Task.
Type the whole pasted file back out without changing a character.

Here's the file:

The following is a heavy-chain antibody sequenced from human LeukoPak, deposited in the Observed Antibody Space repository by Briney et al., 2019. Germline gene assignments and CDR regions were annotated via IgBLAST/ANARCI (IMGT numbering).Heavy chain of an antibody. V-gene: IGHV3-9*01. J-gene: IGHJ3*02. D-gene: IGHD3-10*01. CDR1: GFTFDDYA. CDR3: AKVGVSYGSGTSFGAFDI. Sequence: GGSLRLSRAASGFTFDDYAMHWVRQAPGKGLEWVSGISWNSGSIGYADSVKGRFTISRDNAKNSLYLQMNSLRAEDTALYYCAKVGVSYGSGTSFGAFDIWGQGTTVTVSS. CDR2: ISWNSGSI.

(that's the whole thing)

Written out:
The following is a heavy-chain antibody sequenced from human LeukoPak, deposited in the Observed Antibody Space repository by Briney et al., 2019. Germline gene assignments and CDR regions were annotated via IgBLAST/ANARCI (IMGT numbering).Heavy chain of an antibody. V-gene: IGHV3-9*01. J-gene: IGHJ3*02. D-gene: IGHD3-10*01. CDR1: GFTFDDYA. CDR3: AKVGVSYGSGTSFGAFDI. Sequence: GGSLRLSRAASGFTFDDYAMHWVRQAPGKGLEWVSGISWNSGSIGYADSVKGRFTISRDNAKNSLYLQMNSLRAEDTALYYCAKVGVSYGSGTSFGAFDIWGQGTTVTVSS. CDR2: ISWNSGSI.